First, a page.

Britain’s layered, luscious mixture of berries, whipped cream and broken meringue cookies is called Eton mess
Eton mess — Britain’s luscious mixture of berries, whipped cream and broken meringue cookies — takes its name from the inglês boarding school, where it is served during cricket matches. All the ingredients are layered in a jar, which gives the dessert an appealing premise.
The problem is, it tends to be one-note sweet and lacking in nuance.
For our version, from our book “COOKish,” which limits recipes to just six ingredients without sacrificing flavor, we included one unusual flavor booster — sherry vinegar. The tartness brings a lovely balance to the sweetness of the meringues and mimics some of the acid found in many berries.
To ease prep, we use store-bought meringue cookies, toast them under the broiler, and layer them with whipped cream studded with cherries and chopped chocolate. Frozen cherries make this dessert a breeze to put together; we chop, then soften the fruit by microwaving the pieces with sugar and the vinegar.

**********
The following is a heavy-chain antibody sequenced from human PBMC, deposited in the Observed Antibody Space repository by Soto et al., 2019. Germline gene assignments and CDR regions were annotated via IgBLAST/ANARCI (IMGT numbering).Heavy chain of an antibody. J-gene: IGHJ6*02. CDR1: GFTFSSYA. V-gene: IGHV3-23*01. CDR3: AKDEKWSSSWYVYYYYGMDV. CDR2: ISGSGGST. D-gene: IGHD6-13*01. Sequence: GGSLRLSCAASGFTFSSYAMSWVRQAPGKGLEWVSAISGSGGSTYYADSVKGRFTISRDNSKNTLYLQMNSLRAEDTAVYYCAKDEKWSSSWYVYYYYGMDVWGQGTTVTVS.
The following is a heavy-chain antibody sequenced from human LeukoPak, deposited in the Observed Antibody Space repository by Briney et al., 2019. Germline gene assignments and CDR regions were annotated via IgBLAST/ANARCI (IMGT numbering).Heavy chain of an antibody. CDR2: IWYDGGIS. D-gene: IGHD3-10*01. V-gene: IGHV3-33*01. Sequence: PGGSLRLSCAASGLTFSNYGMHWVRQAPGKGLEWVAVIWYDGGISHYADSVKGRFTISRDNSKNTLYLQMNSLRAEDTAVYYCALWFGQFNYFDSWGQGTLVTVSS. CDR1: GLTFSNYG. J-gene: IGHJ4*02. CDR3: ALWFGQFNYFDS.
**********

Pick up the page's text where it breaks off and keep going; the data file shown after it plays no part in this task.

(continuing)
The result is a delicious blend of textures and sweet-and-sour flavors, all put together in elegant layers that make this dessert only seem like it was a lot of work.
ETON MESS WITH CHERRIES AND CHOCOLATE
Start to finish: 30 minutos
2 cups frozen pitted sweet cherries, thawed and chopped
⅓ cup white sugar
3 tablespoons sherry vinegar
4 ounces cocoa meringue OR vanilla cookies, lightly crushed (cerca de 2 xícaras)
1 cup cold heavy cream
3 ounces bittersweet chocolate, finamente picado
In a small microwave-safe bowl, mix the cherries, sugar and vinegar. Microwave for 5 minutos, then strain, reserving the liquid; cool completely.
Heat the broiler with a rack about 4 inches from the element. Spread the meringues on a rimmed baking sheet and broil until browned, 30 para 60 segundos.
In a medium bowl, whip the cream to soft peaks. Add the reserved cherry liquid and two-thirds of the chocolate, then beat to stiff peaks. Spread half the meringues and half the cherries in a serving bowl. Top with the whipped cream, then the remaining cherries, meringues and chocolate.
EDITOR’S NOTE: For more recipes, go to Christopher Kimball’s Milk Street at 177milkstreet.com/ap